Sir Edwin was not in favour of transporting the British dead to England, but he thought the innumerable wooden crosses of the battlefields should be brought over and put up in the appropriate British churchyards. Concerning the dead which the Germans had left behind, he said they ought to be transferred to mass graves in France and Belgium with a black marble monument for each.
But what the great architect has said is a small matter by comparison with the genius expressed in the Viceroy’s palace at Delhi and the Catholic Cathedral at Liverpool. He gave us the Cenotaph, of rare simplicity and beauty though now passed by without a bow, the symbol of remembrance of The Glorious Dead, the only jewel which London wears.
In 1920 a traveller could see the battlefields much as they were on the morning of peace, and I had the idea to go and walk across them. It was a last chance to view the whole wilderness of war before Time and human hands had restored Eden there. I went by myself and almost my only conversations were with the searchers for the lost dead. The Challenge of the Dead, the book I wrote, is largely a collection of word pictures. I imagine myself an artist and try to reproduce in the reader’s mind a picture and an emotion similar to my own, a task which involves literary alchemy.
Here are a few lines of picture of the destroyed city of Albert, which no one will ever see again as I saw it one evening in 1920:
Here is a house that died simply of shock. But its neighbour was hit by some striding giant with an iron fist. Rows of houses are seen cowering, as if they had their hands up trying to ward off the dreadful fate which stalked above them. Houses lie killed as it were in the action of flight, veritably in the act of treading on one another’s heels in a frenzy to get away. There are houses which are abased, houses which have fallen foremost on their faces, houses which have fallen backwards, bottom over top into confusion and debris behind, houses with their sides torn off as men’s sides were torn off in the war, exposing for one instant beating hearts. There are houses were simply the life-breath has gone out – dead, blind, empty and desolate.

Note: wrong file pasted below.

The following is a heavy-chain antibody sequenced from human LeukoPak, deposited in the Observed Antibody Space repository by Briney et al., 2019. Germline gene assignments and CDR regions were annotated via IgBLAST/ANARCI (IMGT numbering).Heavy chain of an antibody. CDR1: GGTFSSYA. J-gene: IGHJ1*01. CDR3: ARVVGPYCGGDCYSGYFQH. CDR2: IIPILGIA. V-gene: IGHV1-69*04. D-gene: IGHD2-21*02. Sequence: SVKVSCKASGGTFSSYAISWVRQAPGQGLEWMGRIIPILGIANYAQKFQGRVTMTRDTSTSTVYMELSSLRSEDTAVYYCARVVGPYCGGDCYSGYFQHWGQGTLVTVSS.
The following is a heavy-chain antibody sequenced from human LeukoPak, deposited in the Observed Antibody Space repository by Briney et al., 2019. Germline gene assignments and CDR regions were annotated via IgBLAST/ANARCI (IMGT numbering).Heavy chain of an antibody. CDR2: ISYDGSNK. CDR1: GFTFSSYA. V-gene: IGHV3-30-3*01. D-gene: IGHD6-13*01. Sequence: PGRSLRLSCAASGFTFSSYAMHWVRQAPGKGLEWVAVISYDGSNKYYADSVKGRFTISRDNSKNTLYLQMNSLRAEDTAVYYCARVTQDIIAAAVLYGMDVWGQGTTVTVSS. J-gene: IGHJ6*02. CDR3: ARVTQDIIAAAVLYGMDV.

I made the journey from Zeebrugge to Maubeuge through horizon after horizon of fantastic upheaval and destruction, pausing at the actual spot where on November 11th, 1918, I intercepted the brigade runner and read his message Hostilities will cease as from 11 o’clock. I was there on the anniversary and walked a few miles to be in time for the Mass for the Poilu Inconnu at the fortress church of Maubeuge. This was my third Armistice Day. The first was when I got the news; the second was on a boat in the harbour of New Orleans where, instead of silence, every ship sounded its blast or its siren and all the Negroes in the port struck iron upon iron. And on the third I was here in the cathedral of Maubeuge, wedged against a pillar by a grand crown. My eyes, wandering, rested upon an inscription, the one nearest me, on the cathedral wall: N’oublie, pêcheur endurci, que c’est pour la troisieme fois que Jésus est tombé’ – ‘Do not forget, hardened sinner, that it is for the third time that Jesus has fallen.’